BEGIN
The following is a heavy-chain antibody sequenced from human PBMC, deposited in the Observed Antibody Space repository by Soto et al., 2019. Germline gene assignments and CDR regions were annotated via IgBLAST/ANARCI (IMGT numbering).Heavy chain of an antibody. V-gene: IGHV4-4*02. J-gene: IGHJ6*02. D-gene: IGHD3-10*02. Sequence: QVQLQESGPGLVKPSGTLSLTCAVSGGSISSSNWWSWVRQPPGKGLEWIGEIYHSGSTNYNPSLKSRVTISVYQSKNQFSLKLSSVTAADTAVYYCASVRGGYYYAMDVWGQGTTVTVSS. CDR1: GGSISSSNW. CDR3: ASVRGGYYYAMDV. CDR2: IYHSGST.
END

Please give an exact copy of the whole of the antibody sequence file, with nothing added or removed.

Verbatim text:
The following is a heavy-chain antibody sequenced from human PBMC, deposited in the Observed Antibody Space repository by Soto et al., 2019. Germline gene assignments and CDR regions were annotated via IgBLAST/ANARCI (IMGT numbering).Heavy chain of an antibody. V-gene: IGHV4-4*02. J-gene: IGHJ6*02. D-gene: IGHD3-10*02. Sequence: QVQLQESGPGLVKPSGTLSLTCAVSGGSISSSNWWSWVRQPPGKGLEWIGEIYHSGSTNYNPSLKSRVTISVYQSKNQFSLKLSSVTAADTAVYYCASVRGGYYYAMDVWGQGTTVTVSS. CDR1: GGSISSSNW. CDR3: ASVRGGYYYAMDV. CDR2: IYHSGST.